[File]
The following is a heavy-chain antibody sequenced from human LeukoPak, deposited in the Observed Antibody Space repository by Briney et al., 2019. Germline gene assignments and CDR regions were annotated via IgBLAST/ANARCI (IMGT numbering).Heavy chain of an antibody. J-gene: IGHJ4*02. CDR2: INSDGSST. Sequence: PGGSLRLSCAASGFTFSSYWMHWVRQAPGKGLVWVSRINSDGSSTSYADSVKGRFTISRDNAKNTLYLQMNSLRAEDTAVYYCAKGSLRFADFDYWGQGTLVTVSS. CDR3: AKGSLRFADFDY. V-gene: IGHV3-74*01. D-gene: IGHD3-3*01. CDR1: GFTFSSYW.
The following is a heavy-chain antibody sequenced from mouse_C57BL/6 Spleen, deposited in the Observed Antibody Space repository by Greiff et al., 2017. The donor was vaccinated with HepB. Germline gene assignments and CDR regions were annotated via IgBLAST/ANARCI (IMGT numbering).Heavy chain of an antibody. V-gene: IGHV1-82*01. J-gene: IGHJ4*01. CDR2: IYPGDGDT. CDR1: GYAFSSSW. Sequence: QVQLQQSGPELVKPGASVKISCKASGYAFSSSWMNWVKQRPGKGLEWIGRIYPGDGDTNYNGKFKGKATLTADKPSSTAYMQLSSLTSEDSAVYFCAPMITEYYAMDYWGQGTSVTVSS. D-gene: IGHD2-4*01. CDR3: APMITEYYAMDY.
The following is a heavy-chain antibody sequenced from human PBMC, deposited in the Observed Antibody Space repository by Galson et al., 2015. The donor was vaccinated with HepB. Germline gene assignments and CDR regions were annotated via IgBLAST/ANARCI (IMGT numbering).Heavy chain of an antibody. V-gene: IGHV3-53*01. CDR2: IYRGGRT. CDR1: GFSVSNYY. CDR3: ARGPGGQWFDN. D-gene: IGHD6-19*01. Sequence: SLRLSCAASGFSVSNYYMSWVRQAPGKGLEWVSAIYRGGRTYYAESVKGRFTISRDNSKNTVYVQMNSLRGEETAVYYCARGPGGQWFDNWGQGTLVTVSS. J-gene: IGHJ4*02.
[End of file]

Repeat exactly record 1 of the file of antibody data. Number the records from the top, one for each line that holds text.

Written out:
The following is a heavy-chain antibody sequenced from human LeukoPak, deposited in the Observed Antibody Space repository by Briney et al., 2019. Germline gene assignments and CDR regions were annotated via IgBLAST/ANARCI (IMGT numbering).Heavy chain of an antibody. J-gene: IGHJ4*02. CDR2: INSDGSST. Sequence: PGGSLRLSCAASGFTFSSYWMHWVRQAPGKGLVWVSRINSDGSSTSYADSVKGRFTISRDNAKNTLYLQMNSLRAEDTAVYYCAKGSLRFADFDYWGQGTLVTVSS. CDR3: AKGSLRFADFDY. V-gene: IGHV3-74*01. D-gene: IGHD3-3*01. CDR1: GFTFSSYW.